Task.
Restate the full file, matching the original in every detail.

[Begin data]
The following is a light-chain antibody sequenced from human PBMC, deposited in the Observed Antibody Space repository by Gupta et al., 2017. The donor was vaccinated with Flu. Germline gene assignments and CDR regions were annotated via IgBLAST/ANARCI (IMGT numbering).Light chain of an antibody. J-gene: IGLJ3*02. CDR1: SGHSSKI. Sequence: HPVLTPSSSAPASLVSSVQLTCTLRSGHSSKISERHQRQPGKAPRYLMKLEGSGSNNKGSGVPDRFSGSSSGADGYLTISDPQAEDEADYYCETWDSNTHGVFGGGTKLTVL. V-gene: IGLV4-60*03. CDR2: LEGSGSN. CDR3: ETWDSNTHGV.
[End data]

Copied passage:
The following is a light-chain antibody sequenced from human PBMC, deposited in the Observed Antibody Space repository by Gupta et al., 2017. The donor was vaccinated with Flu. Germline gene assignments and CDR regions were annotated via IgBLAST/ANARCI (IMGT numbering).Light chain of an antibody. J-gene: IGLJ3*02. CDR1: SGHSSKI. Sequence: HPVLTPSSSAPASLVSSVQLTCTLRSGHSSKISERHQRQPGKAPRYLMKLEGSGSNNKGSGVPDRFSGSSSGADGYLTISDPQAEDEADYYCETWDSNTHGVFGGGTKLTVL. V-gene: IGLV4-60*03. CDR2: LEGSGSN. CDR3: ETWDSNTHGV.